Quail Hollow Club, one of the major players in Carolinas golf, is celebrating its 50th birthday this week.
Talk about aging gracefully, Quail Hollow never looked better. In fact, never looked this good.
It's a Charlotte course but it's a source of pride for the region because it has been, over the years, host to most of golf's top stars, first with the PGA Tour's Kemper Open, then for many years with what is now known as the Champions Tour and recently as home to the Quail Hollow Championship, regarded as one of the best tournaments in pro golf.
Sir Nick Faldo, multiple major championship winner, told a TV audience that Quail Hollow and the tournaments are "like a mini-Augusta," a reference to the Masters, golf's grandest stage. High praise. Tour players often mention the course as one of their favorites, a reason to keep coming back year after year.
With its big, old trees and immaculate fairways that flow around gentle slopes and past a pretty lake, and with undulating greens perfectly carpeted, it is a lovely showplace. With a bite. It is already a major player in the national golf scene but it may eventually host one of the four major championships, most likely the PGA Championship. It's that good.
And it was born 50 years ago partly out of frustration.
James J. Harris, a member then of Charlotte Country Club, offered to sell some 230 acres of his family's property to Charlotte for $1,000 an acre. That would be enough property for a clubhouse and two courses, he pointed out, the second course opening the way for at least 300 new members. And Charlotte Country Club could keep its original course.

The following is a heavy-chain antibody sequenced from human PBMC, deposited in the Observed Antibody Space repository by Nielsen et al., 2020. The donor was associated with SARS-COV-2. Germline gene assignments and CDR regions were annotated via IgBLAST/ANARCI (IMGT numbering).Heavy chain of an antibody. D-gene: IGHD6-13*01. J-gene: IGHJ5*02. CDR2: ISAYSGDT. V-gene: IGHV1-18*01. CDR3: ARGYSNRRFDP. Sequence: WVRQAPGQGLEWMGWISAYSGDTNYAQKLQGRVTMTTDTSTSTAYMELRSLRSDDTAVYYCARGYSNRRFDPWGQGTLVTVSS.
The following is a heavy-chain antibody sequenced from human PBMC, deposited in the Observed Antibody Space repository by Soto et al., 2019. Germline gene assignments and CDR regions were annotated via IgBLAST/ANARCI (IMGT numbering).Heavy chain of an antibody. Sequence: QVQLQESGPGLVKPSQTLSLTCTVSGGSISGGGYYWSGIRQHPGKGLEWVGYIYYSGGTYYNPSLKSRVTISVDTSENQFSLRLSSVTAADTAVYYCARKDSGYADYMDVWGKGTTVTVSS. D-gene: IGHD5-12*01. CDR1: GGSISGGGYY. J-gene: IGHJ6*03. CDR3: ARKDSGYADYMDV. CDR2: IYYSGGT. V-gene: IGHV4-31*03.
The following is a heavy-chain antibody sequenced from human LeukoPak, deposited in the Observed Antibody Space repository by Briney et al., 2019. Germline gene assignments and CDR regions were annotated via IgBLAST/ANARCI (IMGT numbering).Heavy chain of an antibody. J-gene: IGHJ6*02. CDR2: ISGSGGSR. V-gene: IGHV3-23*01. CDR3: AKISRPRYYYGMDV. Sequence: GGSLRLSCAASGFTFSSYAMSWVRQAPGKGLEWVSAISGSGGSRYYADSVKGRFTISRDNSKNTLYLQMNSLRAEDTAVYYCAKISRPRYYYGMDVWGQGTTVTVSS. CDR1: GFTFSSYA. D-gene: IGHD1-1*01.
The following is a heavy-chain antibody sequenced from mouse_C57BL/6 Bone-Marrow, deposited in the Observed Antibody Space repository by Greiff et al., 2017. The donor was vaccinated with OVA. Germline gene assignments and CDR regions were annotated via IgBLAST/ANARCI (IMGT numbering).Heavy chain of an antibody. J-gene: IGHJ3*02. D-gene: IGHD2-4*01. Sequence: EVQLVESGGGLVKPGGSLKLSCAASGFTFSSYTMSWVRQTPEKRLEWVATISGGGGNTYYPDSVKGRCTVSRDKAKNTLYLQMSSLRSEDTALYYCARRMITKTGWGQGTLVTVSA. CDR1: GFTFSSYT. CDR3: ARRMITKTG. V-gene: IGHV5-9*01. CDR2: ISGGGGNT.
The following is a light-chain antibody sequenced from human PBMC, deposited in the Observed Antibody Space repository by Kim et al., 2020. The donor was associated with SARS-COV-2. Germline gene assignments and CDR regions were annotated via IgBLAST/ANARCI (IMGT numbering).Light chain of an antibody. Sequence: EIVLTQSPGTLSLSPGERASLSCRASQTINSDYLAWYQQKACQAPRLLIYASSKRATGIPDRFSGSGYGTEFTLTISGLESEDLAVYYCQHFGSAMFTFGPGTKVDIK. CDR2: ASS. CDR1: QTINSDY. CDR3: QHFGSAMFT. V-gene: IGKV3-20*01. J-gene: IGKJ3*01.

The idea was kicked around privately for about a year. Harris' attorney at the time, Irvin Boyle, said several years later, "It didn't meet with very much approval from the Charlotte Country Club group. It just hung there and eventually Jimmy let it drop."
He let it drop after he learned that his proposal was causing controversy among Charlotte Country Club factions.
"We had talked many times about how the city was growing and how clubs like Charlotte and Myers Park and Carmel were filled up," Boyle said later. "When the Charlotte Country Club idea fell through, he decided to build Quail Hollow."
The club was exclusive from the start and has remained so but it has not stood still in improving its course. It has undergone a number of renovations, driven largely by James J. Harris' son Johnny. The changes have transformed it from a good but ordinary course into one of the very best in the Carolinas, one worthy of mention on national lists.
The club is holding a number of events this week to celebrate.
Happy birthday, Quail, and thanks for half a century of bringing the top players in the world to perform for us. We'll raise a glass to you.